Diabetics who are taking rosiglitazone (Avandia), which is one of a new generation of treatments for type 2 diabetes, should not also take St. John’s wort, reveals a new study presented at the annual meeting of the American Society of Pharmacology and Therapeutics in Orlando, Fla.
Study author Matthew Hruska, PharmD, from the University of Florida College of Pharmacy in Gainesville, explains that many patients with diabetes turn to alternative therapies including St. John’s wort, a popular herbal remedy used to treat mild depression and insomnia. In previous studies, St. John’s wort has shown to increase the clearance of a number of drugs.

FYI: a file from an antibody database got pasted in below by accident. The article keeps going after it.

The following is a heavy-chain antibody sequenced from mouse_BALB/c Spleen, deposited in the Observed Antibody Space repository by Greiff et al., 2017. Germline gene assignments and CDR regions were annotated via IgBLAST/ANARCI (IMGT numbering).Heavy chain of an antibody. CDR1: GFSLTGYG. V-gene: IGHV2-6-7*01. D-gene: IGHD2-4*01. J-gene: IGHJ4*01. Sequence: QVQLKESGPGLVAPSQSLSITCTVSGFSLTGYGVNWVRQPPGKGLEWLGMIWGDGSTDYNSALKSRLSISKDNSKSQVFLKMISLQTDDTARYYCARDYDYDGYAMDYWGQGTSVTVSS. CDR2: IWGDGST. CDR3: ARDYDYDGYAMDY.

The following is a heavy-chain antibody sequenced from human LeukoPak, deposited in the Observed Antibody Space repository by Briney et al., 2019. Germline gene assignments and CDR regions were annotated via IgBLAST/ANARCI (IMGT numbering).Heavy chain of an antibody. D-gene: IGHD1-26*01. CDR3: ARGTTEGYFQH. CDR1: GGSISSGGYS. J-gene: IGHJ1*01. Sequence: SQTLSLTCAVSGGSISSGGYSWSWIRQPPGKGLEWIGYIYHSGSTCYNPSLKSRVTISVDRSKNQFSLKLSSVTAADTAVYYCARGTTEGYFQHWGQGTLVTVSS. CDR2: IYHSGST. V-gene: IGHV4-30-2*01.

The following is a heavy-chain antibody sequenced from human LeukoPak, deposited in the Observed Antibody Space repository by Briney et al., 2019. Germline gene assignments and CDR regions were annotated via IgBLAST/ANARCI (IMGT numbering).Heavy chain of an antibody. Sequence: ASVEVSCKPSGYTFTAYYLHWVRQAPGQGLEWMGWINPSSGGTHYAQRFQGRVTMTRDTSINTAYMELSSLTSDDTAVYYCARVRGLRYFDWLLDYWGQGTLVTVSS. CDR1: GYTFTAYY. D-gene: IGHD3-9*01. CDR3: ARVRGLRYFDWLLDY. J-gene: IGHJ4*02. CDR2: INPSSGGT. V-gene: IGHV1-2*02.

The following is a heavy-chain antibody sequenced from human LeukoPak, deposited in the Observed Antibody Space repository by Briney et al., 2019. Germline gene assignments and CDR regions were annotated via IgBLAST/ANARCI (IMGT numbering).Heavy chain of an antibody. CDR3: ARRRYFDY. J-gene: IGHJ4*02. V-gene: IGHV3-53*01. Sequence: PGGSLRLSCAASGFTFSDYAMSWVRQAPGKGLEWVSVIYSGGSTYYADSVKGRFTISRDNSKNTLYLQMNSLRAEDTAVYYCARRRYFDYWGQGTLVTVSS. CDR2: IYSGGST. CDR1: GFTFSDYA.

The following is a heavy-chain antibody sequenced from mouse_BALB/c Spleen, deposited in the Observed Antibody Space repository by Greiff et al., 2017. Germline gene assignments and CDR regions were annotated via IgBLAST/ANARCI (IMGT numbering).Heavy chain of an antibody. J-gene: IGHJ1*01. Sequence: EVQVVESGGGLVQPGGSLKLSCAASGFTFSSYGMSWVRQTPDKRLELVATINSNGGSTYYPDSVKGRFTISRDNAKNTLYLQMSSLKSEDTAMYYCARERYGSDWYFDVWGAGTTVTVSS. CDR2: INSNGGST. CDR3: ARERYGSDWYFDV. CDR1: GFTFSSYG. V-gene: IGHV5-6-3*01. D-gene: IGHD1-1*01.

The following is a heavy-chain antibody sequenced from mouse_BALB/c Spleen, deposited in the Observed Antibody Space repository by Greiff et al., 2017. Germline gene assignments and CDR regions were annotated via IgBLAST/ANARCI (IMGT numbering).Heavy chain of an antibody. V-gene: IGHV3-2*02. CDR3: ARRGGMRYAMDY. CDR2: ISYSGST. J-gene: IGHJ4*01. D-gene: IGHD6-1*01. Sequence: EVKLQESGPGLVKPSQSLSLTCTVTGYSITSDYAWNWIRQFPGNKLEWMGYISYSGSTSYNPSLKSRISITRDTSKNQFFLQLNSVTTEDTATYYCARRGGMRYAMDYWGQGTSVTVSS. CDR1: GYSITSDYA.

Hruska and his colleagues set out to investigate the effect of St. John’s wort on how rosiglitazone is metabolized in the body. Twenty-seven participants received eight milligrams of rosiglitazone in the presence and absence of 900 milligrams of daily St. John’s wort. After examining blood and urine samples, researchers found that St. John’s wort hastens the elimination of rosiglitazone from the body, so that less of the drug remains to help control blood sugar.
“Patients with diabetes should talk with their doctors or pharmacists about any herbal products they are taking or plan to take, so that potentially harmful interactions can be identified and avoided,” Hruska concludes.